I love making people think, not letting them off the hook until they've really used their brain. I love challenging people to think deeply and develop stronger more robust understandings by asking questions they can’t answer immediately. You can learn a lot about a person when you make them think. You can learn things like how long they will work at a difficult problem, or how robust their background knowledge is.
They key to all this is crafting a good line of questioning is writing questions that engage the brain at different levels. Bloom’s taxonomy is a handy tool to help you construct questions at all levels of brain engagement. Blooms taxonomy categorizes tasks and questions by how much they engage the brain. There are six levels of the taxonomy: remembering, understanding, applying, analyzing, evaluating, and creating. The taxonomy language was updated in the 90s it was changed from nouns to verbs. More details about the update can be found about it on this site. You may still hear L&D professionals use the old terminology which was knowledge, comprehension, application, analysis, synthesis, and evaluation.
To illustrate the different levels of Bloom’s taxonomy here is an example of questioning about a box of crayons at each level of the taxonomy.
- List the colors in your box of crayons
- Select a red crayon from the box
- Place your crayons in rainbow order (for this you have to know the definition of rainbow order and apply it to the crayons in the box)
- Differentiate between the shades of orange crayons.
- Given the current colors in the 64 box of crayons pretend you are an executive and justify what new color should be added to the box based on current color composition.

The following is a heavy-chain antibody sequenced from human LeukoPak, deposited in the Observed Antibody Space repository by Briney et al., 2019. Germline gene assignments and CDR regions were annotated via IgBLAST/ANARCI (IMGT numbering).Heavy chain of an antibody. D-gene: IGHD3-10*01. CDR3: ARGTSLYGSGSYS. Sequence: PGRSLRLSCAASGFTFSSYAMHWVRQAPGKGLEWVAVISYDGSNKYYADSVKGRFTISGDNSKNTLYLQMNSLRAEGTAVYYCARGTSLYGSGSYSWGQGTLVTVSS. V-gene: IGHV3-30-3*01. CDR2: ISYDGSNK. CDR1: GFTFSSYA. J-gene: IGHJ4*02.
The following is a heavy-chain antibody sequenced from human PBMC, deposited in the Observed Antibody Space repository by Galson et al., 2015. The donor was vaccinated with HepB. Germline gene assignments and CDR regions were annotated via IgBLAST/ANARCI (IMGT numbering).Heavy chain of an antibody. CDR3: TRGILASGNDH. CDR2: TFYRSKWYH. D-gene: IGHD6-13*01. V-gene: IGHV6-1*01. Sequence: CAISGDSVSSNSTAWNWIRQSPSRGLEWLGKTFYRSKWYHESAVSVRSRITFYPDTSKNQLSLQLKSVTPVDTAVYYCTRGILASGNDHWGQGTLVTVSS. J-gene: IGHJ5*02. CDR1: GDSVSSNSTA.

- Assemble the optimal pack of 10 crayons for a car trip.
Simpler questions or tasks don’t require you to think as much but they are essential to establish foundational knowledge for later use. For example, you must understand what the current computer policy is before you can analyze it and debate what changes need to be made. Starting a line of questioning in the lower levels helps build confidence and establishes a common ground that can be referenced later. Many interviews start with basic level questioning. For example, “describe what you do at your current job,” is an understanding level question. As the interview progresses questioning should progress through the levels of taxonomy.
Common interview questions don’t use all levels of the taxonomy. Questions such as “what is your greatest strength?” or “Describe how you dealt with a failure” are on the lower levels of Bloom’s taxonomy. You learn the most about people by asking carefully crafted higher level questions.
How to write higher level questions
There are several websites that will offer word prompts geared at each level of Bloom’s taxonomy. I find having one nearby helps me craft higher level questions. Here are some examples:
- Applying: organize, generalize, prepare, choose, sketch, use, apply, show, etc.
- Analyze: compare, classify, distinguish, differentiate, select, subdivide, etc.
- Evaluate: judge, relate, support, critique, summarize, appraise, etc.
- Create: compose, design, construct, plan, invent, organize, etc.
For more word prompts I would recommend visiting this site.
If I were interviewing a candidate I would construct a line of questioning that involved multiple levels of Bloom’s taxonomy. For example,
- We are having X problem, explain how you would solve it.
- Compare your solution to a problem you successfully solved at your old job to show why they are effective solutions.
- If faced with the same problem from your old job again, summarize what you would have done differently to solve it this time.
- Organize your answers from the previous questions and explain the problem solving strategy you composed.
Writing questions around the same topic with escalating levels of difficulty allows the interviewer to ask higher level questions while providing common conversational ground for the interviewer and interviewee to reference.